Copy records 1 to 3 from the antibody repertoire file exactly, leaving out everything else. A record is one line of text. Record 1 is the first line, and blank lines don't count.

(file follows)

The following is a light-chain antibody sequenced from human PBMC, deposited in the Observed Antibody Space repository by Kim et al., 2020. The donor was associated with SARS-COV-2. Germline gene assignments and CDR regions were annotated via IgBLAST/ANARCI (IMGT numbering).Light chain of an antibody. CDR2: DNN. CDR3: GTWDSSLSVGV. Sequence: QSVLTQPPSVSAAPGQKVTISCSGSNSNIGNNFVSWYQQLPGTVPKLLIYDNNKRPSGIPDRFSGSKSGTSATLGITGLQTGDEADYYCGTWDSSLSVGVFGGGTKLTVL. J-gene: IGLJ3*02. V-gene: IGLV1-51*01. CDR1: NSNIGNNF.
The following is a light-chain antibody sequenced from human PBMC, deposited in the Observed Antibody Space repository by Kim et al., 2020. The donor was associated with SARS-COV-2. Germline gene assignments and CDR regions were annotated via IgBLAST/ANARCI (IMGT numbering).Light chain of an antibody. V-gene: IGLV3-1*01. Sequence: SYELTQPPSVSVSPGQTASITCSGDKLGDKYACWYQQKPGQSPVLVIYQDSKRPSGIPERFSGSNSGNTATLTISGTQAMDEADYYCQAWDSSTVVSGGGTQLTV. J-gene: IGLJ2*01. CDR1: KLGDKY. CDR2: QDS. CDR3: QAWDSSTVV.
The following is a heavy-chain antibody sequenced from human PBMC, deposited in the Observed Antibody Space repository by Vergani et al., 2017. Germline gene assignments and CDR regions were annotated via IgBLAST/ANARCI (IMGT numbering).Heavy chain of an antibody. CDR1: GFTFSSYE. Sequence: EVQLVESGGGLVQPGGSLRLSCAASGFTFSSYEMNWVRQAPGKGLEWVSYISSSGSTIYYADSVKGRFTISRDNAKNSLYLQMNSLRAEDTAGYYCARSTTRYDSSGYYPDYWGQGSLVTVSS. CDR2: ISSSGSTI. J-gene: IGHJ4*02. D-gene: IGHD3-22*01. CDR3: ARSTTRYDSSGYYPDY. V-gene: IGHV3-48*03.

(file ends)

The following is a light-chain antibody sequenced from human PBMC, deposited in the Observed Antibody Space repository by Kim et al., 2020. The donor was associated with SARS-COV-2. Germline gene assignments and CDR regions were annotated via IgBLAST/ANARCI (IMGT numbering).Light chain of an antibody. CDR2: DNN. CDR3: GTWDSSLSVGV. Sequence: QSVLTQPPSVSAAPGQKVTISCSGSNSNIGNNFVSWYQQLPGTVPKLLIYDNNKRPSGIPDRFSGSKSGTSATLGITGLQTGDEADYYCGTWDSSLSVGVFGGGTKLTVL. J-gene: IGLJ3*02. V-gene: IGLV1-51*01. CDR1: NSNIGNNF.
The following is a light-chain antibody sequenced from human PBMC, deposited in the Observed Antibody Space repository by Kim et al., 2020. The donor was associated with SARS-COV-2. Germline gene assignments and CDR regions were annotated via IgBLAST/ANARCI (IMGT numbering).Light chain of an antibody. V-gene: IGLV3-1*01. Sequence: SYELTQPPSVSVSPGQTASITCSGDKLGDKYACWYQQKPGQSPVLVIYQDSKRPSGIPERFSGSNSGNTATLTISGTQAMDEADYYCQAWDSSTVVSGGGTQLTV. J-gene: IGLJ2*01. CDR1: KLGDKY. CDR2: QDS. CDR3: QAWDSSTVV.
The following is a heavy-chain antibody sequenced from human PBMC, deposited in the Observed Antibody Space repository by Vergani et al., 2017. Germline gene assignments and CDR regions were annotated via IgBLAST/ANARCI (IMGT numbering).Heavy chain of an antibody. CDR1: GFTFSSYE. Sequence: EVQLVESGGGLVQPGGSLRLSCAASGFTFSSYEMNWVRQAPGKGLEWVSYISSSGSTIYYADSVKGRFTISRDNAKNSLYLQMNSLRAEDTAGYYCARSTTRYDSSGYYPDYWGQGSLVTVSS. CDR2: ISSSGSTI. J-gene: IGHJ4*02. D-gene: IGHD3-22*01. CDR3: ARSTTRYDSSGYYPDY. V-gene: IGHV3-48*03.